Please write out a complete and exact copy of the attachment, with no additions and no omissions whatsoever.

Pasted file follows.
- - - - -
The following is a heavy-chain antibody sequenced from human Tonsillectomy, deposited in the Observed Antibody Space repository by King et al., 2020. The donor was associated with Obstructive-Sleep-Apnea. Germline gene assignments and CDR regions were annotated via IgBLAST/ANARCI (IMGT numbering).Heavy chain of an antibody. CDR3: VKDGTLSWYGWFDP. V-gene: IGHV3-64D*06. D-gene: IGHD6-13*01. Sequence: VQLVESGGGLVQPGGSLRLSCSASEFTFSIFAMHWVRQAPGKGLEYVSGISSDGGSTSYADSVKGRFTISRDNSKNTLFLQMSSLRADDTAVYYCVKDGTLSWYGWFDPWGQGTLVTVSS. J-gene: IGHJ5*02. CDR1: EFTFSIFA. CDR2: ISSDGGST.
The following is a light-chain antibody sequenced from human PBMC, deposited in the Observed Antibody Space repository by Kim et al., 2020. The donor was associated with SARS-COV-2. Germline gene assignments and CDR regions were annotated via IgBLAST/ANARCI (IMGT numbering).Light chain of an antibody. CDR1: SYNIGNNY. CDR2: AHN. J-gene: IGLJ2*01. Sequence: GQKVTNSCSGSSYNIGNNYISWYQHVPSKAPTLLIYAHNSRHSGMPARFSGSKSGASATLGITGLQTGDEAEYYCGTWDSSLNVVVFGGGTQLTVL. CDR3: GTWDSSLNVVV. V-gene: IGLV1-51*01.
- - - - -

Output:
The following is a heavy-chain antibody sequenced from human Tonsillectomy, deposited in the Observed Antibody Space repository by King et al., 2020. The donor was associated with Obstructive-Sleep-Apnea. Germline gene assignments and CDR regions were annotated via IgBLAST/ANARCI (IMGT numbering).Heavy chain of an antibody. CDR3: VKDGTLSWYGWFDP. V-gene: IGHV3-64D*06. D-gene: IGHD6-13*01. Sequence: VQLVESGGGLVQPGGSLRLSCSASEFTFSIFAMHWVRQAPGKGLEYVSGISSDGGSTSYADSVKGRFTISRDNSKNTLFLQMSSLRADDTAVYYCVKDGTLSWYGWFDPWGQGTLVTVSS. J-gene: IGHJ5*02. CDR1: EFTFSIFA. CDR2: ISSDGGST.
The following is a light-chain antibody sequenced from human PBMC, deposited in the Observed Antibody Space repository by Kim et al., 2020. The donor was associated with SARS-COV-2. Germline gene assignments and CDR regions were annotated via IgBLAST/ANARCI (IMGT numbering).Light chain of an antibody. CDR1: SYNIGNNY. CDR2: AHN. J-gene: IGLJ2*01. Sequence: GQKVTNSCSGSSYNIGNNYISWYQHVPSKAPTLLIYAHNSRHSGMPARFSGSKSGASATLGITGLQTGDEAEYYCGTWDSSLNVVVFGGGTQLTVL. CDR3: GTWDSSLNVVV. V-gene: IGLV1-51*01.